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Gender sameness and difference in recovery from heroin dependence: A qualitative exploration

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Publication details

JournalInternational Journal of Drug Policy
DateAccepted/In press - 1 Jan 2014
DatePublished (current) - Jan 2014
Issue number1
Number of pages10
Pages (from-to)3-12
Original languageEnglish


Background: In recent years, 'recovery' has become a central, yet controversial, concept within the international drug and alcohol field. This paper explores gender sameness and difference in recovery from heroin dependence with reference to gender theory, the existing literature on women and drugs, and the concept of recovery capital. Methods: Data were generated from 77 qualitative interviews conducted with 40 current or ex-heroin users (21 men and 19 women). Coded data were analysed using framework and key themes were mapped onto the four components of recovery capital: social capital, physical capital, human capital, and cultural capital. Differences between the views and experiences of male and female participants were then explored. Results: Participants had limited social, physical and human capital but greater cultural resources. Although women reported more physical and sexual abuse than the men, they had better family and social relationships and more access to informal support, including material assistance and housing. Women also seemed to be better at managing money and more concerned with their physical appearance. Despite the salience of gender, individuals had diverse recovery resources that reflected a complex mix of intrapersonal, interpersonal and structural factors. Conclusions: Findings are consistent with increasing feminist interest in intersectionality and contribute to a more gender-sensitive understanding of recovery. Gender was an important structure in shaping our participants' experiences, but there was no evidence of an 'essential' female recovery experience and women did not necessarily have less recovery resources than men. Whilst useful, the concept of recovery capital has a number of definitional and conceptual limitations that indicate a need for more empirical research to improve its utility in policy and practice.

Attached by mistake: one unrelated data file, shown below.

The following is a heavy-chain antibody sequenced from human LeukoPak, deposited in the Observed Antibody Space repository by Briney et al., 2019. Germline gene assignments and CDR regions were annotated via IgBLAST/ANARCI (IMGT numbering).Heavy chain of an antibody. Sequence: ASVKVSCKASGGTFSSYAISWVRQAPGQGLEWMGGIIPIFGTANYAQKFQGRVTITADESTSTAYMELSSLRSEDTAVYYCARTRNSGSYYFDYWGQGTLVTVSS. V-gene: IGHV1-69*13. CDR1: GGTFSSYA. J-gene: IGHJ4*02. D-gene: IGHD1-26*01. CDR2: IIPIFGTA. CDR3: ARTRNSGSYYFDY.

Research areas

  • Gender, Heroin use, Qualitative, Recovery, Recovery capital, Theory

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